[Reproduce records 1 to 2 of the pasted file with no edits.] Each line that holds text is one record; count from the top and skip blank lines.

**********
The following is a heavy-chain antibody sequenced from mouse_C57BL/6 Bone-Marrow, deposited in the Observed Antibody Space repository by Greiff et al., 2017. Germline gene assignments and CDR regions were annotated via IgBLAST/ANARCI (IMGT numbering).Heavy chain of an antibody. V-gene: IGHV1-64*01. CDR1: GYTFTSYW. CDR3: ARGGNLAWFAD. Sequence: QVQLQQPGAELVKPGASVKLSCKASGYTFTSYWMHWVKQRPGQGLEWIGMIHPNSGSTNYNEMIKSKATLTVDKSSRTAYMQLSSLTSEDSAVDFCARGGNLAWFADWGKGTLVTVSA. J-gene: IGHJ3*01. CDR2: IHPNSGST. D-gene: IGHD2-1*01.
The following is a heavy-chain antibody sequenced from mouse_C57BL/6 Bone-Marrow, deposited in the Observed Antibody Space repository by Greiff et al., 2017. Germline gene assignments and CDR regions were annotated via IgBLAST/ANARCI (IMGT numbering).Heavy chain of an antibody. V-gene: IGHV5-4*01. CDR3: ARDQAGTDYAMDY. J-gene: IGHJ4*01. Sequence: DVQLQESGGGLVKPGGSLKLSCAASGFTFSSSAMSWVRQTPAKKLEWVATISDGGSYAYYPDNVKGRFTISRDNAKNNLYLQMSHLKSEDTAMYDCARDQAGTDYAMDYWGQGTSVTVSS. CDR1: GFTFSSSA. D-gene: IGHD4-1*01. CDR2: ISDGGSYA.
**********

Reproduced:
The following is a heavy-chain antibody sequenced from mouse_C57BL/6 Bone-Marrow, deposited in the Observed Antibody Space repository by Greiff et al., 2017. Germline gene assignments and CDR regions were annotated via IgBLAST/ANARCI (IMGT numbering).Heavy chain of an antibody. V-gene: IGHV1-64*01. CDR1: GYTFTSYW. CDR3: ARGGNLAWFAD. Sequence: QVQLQQPGAELVKPGASVKLSCKASGYTFTSYWMHWVKQRPGQGLEWIGMIHPNSGSTNYNEMIKSKATLTVDKSSRTAYMQLSSLTSEDSAVDFCARGGNLAWFADWGKGTLVTVSA. J-gene: IGHJ3*01. CDR2: IHPNSGST. D-gene: IGHD2-1*01.
The following is a heavy-chain antibody sequenced from mouse_C57BL/6 Bone-Marrow, deposited in the Observed Antibody Space repository by Greiff et al., 2017. Germline gene assignments and CDR regions were annotated via IgBLAST/ANARCI (IMGT numbering).Heavy chain of an antibody. V-gene: IGHV5-4*01. CDR3: ARDQAGTDYAMDY. J-gene: IGHJ4*01. Sequence: DVQLQESGGGLVKPGGSLKLSCAASGFTFSSSAMSWVRQTPAKKLEWVATISDGGSYAYYPDNVKGRFTISRDNAKNNLYLQMSHLKSEDTAMYDCARDQAGTDYAMDYWGQGTSVTVSS. CDR1: GFTFSSSA. D-gene: IGHD4-1*01. CDR2: ISDGGSYA.